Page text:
Imagine it’s another sunny day at River City and the various residents are senselessly beating the tar out of each other in schoolyard gang warfare, when all of a sudden one of them stops and says “Hang on… why are we even fighting?”, bringing everyone to a halt before someone else says “I… don’t really know… and to be honest I’m scared of what comes after high school”, followed by another dropping an existential “School!? I barely understand the meaning of life”. That’s essentially what The friends of Ringo Ishikawa on Xbox is – a beat ‘em up RPG in the same vein as the classic River City Ransom, except that it is existentially charged.
The friends of Ringo Ishikawa has been available on a few platforms for some time, most notably on Nintendo Switch, and now it arrives on Xbox as a better late than never port. Port is right, because right from the get go this version feels like a very lazy conversion. The game is barely optimised for larger resolutions, with all the pixelated art being bloated and exploded. In fact, everything from the basic menu design to overall performance feels half-hearted, with frequent glitches present, especially in audio performance. While none of these issues are game-breaking in the slightest, the laziness of it all can still be off-putting.
Still, even in this version the presentation and vibe of The friends of Ringo Ishikawa manages to shine through. Here players explore a regional Japanese town set to the backdrop of the 1980s, back when VHS tapes and the Nintendo Famicom system reigned supreme. The game world is brimming with life and detail, as players can interact with all sorts of characters and objects; even engaging in activities such as playing pool, or spending time with a bit of Famicom once you save up enough Yen as a lowly school student. As the titular protagonist Ringo, players need to navigate a day-to-day cycle as they attend classes, study, hang out with friends and, of course, engage in plenty of school gang warfare.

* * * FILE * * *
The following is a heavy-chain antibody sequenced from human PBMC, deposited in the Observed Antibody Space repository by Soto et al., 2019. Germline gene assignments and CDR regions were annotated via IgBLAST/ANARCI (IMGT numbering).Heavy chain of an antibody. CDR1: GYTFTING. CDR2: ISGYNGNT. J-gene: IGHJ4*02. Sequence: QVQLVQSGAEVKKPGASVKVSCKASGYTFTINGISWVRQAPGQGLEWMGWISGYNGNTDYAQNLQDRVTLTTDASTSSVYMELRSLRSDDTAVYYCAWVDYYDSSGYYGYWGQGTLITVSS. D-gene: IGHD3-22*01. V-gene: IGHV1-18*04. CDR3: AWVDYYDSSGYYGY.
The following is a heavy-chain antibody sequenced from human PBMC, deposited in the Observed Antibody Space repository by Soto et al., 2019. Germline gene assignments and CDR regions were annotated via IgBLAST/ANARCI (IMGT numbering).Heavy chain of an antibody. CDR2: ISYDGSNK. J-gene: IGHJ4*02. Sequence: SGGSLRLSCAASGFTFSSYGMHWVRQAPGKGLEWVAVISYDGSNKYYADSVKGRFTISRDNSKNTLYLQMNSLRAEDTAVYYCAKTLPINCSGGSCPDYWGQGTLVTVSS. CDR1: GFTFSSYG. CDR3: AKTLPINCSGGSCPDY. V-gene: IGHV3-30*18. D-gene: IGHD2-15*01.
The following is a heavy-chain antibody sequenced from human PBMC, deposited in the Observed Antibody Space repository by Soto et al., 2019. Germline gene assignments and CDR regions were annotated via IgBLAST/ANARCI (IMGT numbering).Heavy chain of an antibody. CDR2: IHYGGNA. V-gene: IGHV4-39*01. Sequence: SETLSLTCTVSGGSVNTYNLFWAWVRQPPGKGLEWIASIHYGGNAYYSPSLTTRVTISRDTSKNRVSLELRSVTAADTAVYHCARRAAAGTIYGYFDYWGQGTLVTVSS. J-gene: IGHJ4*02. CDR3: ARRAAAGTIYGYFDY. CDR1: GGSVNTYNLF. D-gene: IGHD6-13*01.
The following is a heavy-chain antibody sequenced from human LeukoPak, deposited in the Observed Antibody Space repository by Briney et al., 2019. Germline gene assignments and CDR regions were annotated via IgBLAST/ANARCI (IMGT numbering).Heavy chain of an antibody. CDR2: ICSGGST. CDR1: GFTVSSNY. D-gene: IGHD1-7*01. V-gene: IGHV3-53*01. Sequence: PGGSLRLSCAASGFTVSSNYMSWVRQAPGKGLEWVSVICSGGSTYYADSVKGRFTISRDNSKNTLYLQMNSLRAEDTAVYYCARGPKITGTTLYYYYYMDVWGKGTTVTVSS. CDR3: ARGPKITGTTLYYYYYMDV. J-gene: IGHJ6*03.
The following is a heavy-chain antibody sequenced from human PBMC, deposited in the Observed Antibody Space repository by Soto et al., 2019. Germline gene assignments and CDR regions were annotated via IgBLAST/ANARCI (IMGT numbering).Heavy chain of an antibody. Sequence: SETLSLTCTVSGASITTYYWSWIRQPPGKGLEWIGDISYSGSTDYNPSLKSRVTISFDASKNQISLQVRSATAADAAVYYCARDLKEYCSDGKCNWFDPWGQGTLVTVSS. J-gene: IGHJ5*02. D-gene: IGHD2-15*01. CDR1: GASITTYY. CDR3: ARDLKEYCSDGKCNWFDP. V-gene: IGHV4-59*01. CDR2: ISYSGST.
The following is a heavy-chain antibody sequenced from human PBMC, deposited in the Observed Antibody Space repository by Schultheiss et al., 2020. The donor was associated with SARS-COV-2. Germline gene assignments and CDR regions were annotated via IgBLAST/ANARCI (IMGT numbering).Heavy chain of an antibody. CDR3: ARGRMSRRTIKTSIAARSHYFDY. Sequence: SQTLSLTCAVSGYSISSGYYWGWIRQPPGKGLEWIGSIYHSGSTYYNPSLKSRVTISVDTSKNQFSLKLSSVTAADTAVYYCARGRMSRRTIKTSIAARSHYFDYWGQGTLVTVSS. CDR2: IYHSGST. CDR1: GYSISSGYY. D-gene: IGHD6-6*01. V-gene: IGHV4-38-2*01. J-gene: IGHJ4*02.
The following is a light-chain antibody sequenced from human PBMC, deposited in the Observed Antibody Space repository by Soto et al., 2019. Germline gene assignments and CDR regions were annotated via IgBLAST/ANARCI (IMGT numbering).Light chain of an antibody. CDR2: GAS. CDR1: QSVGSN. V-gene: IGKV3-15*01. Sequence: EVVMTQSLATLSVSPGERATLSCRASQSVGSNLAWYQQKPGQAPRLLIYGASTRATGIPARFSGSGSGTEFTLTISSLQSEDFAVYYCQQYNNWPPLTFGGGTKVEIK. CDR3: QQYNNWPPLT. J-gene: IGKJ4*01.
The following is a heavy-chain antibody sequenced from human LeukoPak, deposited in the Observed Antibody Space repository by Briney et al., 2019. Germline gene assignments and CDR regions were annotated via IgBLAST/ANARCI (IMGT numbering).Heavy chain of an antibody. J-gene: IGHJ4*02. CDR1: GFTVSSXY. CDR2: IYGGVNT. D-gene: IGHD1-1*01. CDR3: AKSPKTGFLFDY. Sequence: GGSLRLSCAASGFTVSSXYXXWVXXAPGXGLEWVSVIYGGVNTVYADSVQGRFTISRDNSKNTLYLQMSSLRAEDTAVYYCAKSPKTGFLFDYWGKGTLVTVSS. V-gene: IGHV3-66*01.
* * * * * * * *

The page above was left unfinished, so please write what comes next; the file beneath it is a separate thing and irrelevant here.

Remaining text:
A brawler at its core, The friends of Ringo Ishikawa has light RPG elements that have players work on various stats to become stronger and beat down other students. Still, the fighting is but one element in the overall game design as Ringo will also need to attend to school work by giving equal attention to various subjects, engage with various arts and activities and, yes, even eat proper meals on a regular basis. Although there is a lot to do in the game, there’s no real sense of a gameplay loop here as players almost need to build up their own routine as they slowly progress through the story. There is an overarching narrative, but it is vaguely delivered. Point is, Ringo isn’t sure what to make of his life, and so with all the fighting, studying, and other distractions, it’s about trying to make sense of his existence and figure out a calling in life.
The game can be as engaging or as dull as you choose it to be, so most of the time the player will need to be self-motivated as they work on various stats and set their own goals. These could well be things like improving academic performance, training harder at the gym, or even saving up enough money to purchase a game console. It all feels rather pointless and aimless, but that’s the point of the whole experience in The friends of Ringo Ishikawa.
The graphical art style is decent, but what really shines about the presentation is found in the music. The soundtrack is made up of some excellent Japanese smooth jazz, with plenty of moody lo-fi tunes mixed in for good measure. The music is one of those things where you can’t help but stop to soak in the atmosphere. Ultimately that’s what makes The friends of Ringo Ishikawa special, as players unexpectedly stumble into profound moments, such as smoking a cigarette in the apartment balcony at 3:00am. The day and night cycle lends itself to the presentation and game progression nicely, and players are largely free to explore the humble setting and create their own moments.
It goes without saying that The friends of Ringo Ishikawa on Xbox is an unconventional beat ‘em up, with an opaque design and almost aimless sense of progression. The game has a strong atmosphere as it provides a setting for players to lose themselves in, yet there is no real gameplay loop or substance here as players need to create this for themselves. It’s difficult to recommend The friends of Ringo Ishikawa given the lack of motivation or focus in its design, and it doesn’t help that the Xbox conversion work is unfortunately a little on the lazy side.